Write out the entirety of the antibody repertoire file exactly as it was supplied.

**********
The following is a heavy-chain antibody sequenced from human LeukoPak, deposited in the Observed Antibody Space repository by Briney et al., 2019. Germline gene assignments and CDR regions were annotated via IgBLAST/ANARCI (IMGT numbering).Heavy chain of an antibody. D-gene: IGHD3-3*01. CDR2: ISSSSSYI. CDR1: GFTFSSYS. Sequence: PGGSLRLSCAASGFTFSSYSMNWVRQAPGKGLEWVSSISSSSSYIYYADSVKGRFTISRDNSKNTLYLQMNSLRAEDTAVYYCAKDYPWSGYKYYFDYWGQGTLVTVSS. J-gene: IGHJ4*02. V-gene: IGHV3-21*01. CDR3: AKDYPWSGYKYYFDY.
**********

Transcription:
The following is a heavy-chain antibody sequenced from human LeukoPak, deposited in the Observed Antibody Space repository by Briney et al., 2019. Germline gene assignments and CDR regions were annotated via IgBLAST/ANARCI (IMGT numbering).Heavy chain of an antibody. D-gene: IGHD3-3*01. CDR2: ISSSSSYI. CDR1: GFTFSSYS. Sequence: PGGSLRLSCAASGFTFSSYSMNWVRQAPGKGLEWVSSISSSSSYIYYADSVKGRFTISRDNSKNTLYLQMNSLRAEDTAVYYCAKDYPWSGYKYYFDYWGQGTLVTVSS. J-gene: IGHJ4*02. V-gene: IGHV3-21*01. CDR3: AKDYPWSGYKYYFDY.